Malone begins time in prison

After spending the first half of the decade milking cash from a strip club owner and trying to round up support from Clark County commissioners, Lance Malone could be milking cows or herding cattle for the next several years.

On Wednesday, the former county commissioner began serving his six-year term at the federal prison in Lompoc, Calif., known for its sprawling ranch. The 45-year-old ex-cop requested that he be placed in the facility 50 miles north of Santa Barbara, Calif., so that his family could make the seven-hour drive to visit him.

Malone did not return calls placed to his cell phone while he was en route to begin serving his sentence for delivering bribes to his former colleagues on the commission on behalf of strip club owner Michael Galardi. Malone is the third former commissioner to have reported to prison of four who were sentenced in connection with a political corruption scam dating to 2000.

In February, U.S. District Court Judge Larry Hicks gave Malone the longest term of all the defendants. A California court had sentenced Malone to three years in prison after he was found guilty in 2005 in a parallel scheme that unfolded in San Diego.

His sentences will run concurrently.

Malone signed a plea agreement in September acknowledging that he paid cash bribes to former commissioners Mary Kincaid-Chauncey, Erin Kenny and Dario Herrera in exchange for votes favoring Galardi’s business empire.

Kincaid-Chauncey and Herrera were found guilty last year. Kincaid-Chauncey is serving a 30-month sentence at the federal prison in Victorville, Calif., and Herrera is serving a 51-month term at the federal prison in Florence, Colo.

Kenny, who pleaded guilty and cooperated with the government, is scheduled to be sentenced June 6.

Galardi, who also pleaded guilty and cooperated with the government, received a 30-month sentence. Galardi is required to begin serving his sentence by June 22.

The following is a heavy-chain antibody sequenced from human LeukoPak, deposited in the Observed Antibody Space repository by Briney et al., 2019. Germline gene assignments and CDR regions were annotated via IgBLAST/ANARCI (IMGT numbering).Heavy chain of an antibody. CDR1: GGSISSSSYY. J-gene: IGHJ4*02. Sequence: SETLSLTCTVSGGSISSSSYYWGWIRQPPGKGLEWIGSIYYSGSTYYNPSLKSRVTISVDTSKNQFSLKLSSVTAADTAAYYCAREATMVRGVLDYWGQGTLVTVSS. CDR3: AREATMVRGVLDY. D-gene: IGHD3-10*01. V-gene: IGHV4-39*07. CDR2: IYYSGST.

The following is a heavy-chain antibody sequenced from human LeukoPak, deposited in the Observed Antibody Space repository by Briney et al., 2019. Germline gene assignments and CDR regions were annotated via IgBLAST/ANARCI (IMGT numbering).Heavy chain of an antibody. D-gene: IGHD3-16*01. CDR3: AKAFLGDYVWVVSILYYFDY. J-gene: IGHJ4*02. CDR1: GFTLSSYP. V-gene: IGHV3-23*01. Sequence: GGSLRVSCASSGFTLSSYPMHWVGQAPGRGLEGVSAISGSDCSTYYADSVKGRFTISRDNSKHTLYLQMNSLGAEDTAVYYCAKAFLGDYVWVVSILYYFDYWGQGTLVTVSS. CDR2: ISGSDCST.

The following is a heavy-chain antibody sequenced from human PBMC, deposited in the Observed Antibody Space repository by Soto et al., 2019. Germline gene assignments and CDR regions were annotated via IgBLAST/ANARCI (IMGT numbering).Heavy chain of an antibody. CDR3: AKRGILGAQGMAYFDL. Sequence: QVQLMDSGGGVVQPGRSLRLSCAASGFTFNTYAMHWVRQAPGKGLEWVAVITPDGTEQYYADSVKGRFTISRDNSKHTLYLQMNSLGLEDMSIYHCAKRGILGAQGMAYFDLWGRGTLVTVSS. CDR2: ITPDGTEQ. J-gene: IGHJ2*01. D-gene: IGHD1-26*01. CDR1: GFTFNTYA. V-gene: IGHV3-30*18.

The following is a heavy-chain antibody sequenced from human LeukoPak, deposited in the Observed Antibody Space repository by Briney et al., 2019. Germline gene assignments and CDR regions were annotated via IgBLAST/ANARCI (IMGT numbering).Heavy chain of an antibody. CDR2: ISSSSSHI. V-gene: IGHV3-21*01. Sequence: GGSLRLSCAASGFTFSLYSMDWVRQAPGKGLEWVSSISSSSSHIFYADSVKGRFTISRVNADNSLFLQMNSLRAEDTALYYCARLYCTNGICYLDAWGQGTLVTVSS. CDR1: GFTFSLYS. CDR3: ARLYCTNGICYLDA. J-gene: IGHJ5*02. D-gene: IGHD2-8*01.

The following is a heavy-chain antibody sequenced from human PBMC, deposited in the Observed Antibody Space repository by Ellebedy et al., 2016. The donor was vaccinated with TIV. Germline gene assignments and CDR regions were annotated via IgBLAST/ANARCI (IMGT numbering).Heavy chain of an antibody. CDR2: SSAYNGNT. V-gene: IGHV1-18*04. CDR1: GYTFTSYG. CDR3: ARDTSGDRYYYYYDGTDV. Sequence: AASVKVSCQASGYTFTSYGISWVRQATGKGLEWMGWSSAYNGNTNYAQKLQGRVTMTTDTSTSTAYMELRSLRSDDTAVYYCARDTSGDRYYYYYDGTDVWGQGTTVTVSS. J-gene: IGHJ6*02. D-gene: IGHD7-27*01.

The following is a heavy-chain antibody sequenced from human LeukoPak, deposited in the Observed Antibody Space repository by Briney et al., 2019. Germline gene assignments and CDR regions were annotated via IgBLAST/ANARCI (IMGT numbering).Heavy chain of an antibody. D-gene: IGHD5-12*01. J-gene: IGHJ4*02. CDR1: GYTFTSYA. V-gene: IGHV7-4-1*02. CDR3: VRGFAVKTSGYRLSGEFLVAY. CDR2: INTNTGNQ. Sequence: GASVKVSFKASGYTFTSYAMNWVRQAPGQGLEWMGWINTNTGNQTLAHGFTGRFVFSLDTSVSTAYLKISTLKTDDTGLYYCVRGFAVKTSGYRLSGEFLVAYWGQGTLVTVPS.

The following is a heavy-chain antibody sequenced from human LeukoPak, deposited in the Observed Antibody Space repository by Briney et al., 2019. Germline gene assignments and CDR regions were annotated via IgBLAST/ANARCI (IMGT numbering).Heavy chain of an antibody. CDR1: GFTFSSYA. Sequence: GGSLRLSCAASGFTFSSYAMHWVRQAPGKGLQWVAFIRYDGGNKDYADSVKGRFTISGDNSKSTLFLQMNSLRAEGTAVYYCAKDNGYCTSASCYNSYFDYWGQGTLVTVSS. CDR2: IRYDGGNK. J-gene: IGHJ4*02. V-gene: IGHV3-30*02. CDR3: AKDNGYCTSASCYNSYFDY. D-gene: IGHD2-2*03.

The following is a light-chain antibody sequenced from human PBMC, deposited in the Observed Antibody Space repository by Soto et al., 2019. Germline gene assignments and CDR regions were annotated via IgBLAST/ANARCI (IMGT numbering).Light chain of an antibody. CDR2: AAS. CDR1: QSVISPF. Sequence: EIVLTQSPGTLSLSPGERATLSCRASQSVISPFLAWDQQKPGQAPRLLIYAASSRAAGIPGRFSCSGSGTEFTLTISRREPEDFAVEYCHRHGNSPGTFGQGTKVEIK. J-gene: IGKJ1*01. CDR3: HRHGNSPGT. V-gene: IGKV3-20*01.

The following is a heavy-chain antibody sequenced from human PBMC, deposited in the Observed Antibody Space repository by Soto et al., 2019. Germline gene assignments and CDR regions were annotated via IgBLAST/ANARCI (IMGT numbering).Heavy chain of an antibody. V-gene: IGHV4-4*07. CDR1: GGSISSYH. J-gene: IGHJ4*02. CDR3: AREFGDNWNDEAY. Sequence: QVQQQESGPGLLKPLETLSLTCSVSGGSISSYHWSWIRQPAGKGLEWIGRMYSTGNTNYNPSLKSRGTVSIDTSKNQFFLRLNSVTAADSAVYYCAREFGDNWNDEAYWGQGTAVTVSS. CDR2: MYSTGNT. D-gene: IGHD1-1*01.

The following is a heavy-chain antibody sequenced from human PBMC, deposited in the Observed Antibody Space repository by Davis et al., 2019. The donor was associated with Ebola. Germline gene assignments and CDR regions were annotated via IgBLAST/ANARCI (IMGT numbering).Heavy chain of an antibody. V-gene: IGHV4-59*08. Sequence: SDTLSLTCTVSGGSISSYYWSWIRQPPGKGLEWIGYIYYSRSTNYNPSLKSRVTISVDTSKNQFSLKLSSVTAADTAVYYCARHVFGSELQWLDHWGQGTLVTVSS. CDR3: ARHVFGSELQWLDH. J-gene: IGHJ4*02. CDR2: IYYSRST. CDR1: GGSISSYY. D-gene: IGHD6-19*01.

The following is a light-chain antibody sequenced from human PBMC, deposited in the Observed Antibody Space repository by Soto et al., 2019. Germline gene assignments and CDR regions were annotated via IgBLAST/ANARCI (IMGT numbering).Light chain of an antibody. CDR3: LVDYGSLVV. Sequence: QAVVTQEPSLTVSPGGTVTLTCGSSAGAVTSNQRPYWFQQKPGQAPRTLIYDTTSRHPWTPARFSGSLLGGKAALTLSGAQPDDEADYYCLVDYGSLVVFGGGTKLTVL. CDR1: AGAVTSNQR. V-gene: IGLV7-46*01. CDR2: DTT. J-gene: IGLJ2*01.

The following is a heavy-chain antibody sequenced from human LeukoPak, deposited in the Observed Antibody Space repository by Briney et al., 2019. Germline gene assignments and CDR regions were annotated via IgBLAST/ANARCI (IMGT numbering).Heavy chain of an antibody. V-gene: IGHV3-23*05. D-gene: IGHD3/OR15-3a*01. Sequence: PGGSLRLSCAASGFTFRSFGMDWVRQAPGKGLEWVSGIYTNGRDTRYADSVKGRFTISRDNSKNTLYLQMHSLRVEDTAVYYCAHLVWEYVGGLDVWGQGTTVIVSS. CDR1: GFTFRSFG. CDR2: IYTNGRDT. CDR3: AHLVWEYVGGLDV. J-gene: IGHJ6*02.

In March, Galardi’s lawyer, Robert Rose, asked that his client serve his term at Sheridan, Ore.; Yankton, S.D.; or Lompoc.

Lompoc inmate Michael Santos wrote an essay about what it is like to be incarcerated in the coastal facility. Santos described the compound as beautiful, with towering eucalyptus trees, vast grassy areas and views of the mountains.

The prison is home to a huge ranch with a hundred head of cattle and horses.

Most of the full-time jobs to which inmates are assigned are related to maintenance or landscaping. Some inmates, like Santos, milk the cows. Others are in cowboy crews that herd cattle on horseback or are assigned to repair fences and the heavy equipment used on the ranch.

Prisoners also are shuttled to nearby Vandenberg Air Force Base to perform maintenance and gardening work.

Supervision is not overbearing. In fact, some inmates are transported to off-site jobs by a fellow prisoner. Few will try to escape, knowing that the consequences will be a higher-security prison.

Santos described the living conditions as crowded. According to a guide to federal prisons, Lompoc prisoners stay in massive structures that are similar to airplane hangars. Metal-framed bunk beds line the walls, and each inmate is given a 4-foot by 2-foot locker at the foot of the bed. Santos said 175 prisoners lived in his unit.

The facility also has a soccer and softball field, with games played each evening.

Like Malone, most of Santos’ fellow inmates at Lompoc have been convicted of white-collar crimes, Santos noted.

“A substantial percentage are serving time for white-collar offenses such as bankruptcy fraud, tax evasion, security violations, or other such matters,” Santos wrote.

“We have a population of approximately 350 people that likely is more highly educated than other prisons.”

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